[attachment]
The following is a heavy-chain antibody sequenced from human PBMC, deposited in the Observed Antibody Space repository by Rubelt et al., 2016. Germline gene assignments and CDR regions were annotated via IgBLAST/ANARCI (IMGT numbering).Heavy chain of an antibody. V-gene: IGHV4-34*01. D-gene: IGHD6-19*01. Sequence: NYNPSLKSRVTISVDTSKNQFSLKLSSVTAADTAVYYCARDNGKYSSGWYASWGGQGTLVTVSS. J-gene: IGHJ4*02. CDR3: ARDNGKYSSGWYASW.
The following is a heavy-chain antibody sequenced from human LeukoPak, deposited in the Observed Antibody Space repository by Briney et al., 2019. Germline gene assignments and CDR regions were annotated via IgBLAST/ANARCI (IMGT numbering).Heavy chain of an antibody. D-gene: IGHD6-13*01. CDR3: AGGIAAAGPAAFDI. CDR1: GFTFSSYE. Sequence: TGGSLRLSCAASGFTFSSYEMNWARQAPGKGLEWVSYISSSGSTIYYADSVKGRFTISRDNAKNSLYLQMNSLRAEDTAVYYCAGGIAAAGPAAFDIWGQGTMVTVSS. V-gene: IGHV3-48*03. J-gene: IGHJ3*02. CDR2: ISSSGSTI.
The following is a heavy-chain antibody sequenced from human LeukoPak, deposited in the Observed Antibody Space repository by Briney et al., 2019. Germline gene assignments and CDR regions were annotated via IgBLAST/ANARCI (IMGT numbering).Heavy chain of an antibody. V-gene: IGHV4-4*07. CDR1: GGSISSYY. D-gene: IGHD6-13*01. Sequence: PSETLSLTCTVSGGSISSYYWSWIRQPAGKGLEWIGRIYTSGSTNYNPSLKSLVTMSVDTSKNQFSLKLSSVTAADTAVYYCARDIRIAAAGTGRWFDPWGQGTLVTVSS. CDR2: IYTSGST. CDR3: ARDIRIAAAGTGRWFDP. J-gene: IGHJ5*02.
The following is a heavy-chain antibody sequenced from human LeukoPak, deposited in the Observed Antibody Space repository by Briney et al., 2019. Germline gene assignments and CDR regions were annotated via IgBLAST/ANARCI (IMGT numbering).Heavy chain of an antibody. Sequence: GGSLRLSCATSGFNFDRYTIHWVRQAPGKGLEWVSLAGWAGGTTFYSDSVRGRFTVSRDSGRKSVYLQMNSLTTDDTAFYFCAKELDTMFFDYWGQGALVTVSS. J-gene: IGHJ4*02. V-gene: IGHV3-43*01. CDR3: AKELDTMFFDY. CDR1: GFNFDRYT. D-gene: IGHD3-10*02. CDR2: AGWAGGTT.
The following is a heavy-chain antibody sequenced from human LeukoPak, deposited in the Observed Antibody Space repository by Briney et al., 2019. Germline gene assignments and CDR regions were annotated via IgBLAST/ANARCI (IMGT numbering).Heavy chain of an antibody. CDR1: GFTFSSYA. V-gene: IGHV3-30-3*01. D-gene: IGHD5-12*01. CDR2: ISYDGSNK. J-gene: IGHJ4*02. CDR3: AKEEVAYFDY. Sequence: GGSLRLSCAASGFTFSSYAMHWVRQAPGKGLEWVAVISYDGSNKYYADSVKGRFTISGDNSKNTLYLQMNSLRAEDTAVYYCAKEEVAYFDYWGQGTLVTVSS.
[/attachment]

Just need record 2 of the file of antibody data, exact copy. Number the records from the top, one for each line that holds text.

The following is a heavy-chain antibody sequenced from human LeukoPak, deposited in the Observed Antibody Space repository by Briney et al., 2019. Germline gene assignments and CDR regions were annotated via IgBLAST/ANARCI (IMGT numbering).Heavy chain of an antibody. D-gene: IGHD6-13*01. CDR3: AGGIAAAGPAAFDI. CDR1: GFTFSSYE. Sequence: TGGSLRLSCAASGFTFSSYEMNWARQAPGKGLEWVSYISSSGSTIYYADSVKGRFTISRDNAKNSLYLQMNSLRAEDTAVYYCAGGIAAAGPAAFDIWGQGTMVTVSS. V-gene: IGHV3-48*03. J-gene: IGHJ3*02. CDR2: ISSSGSTI.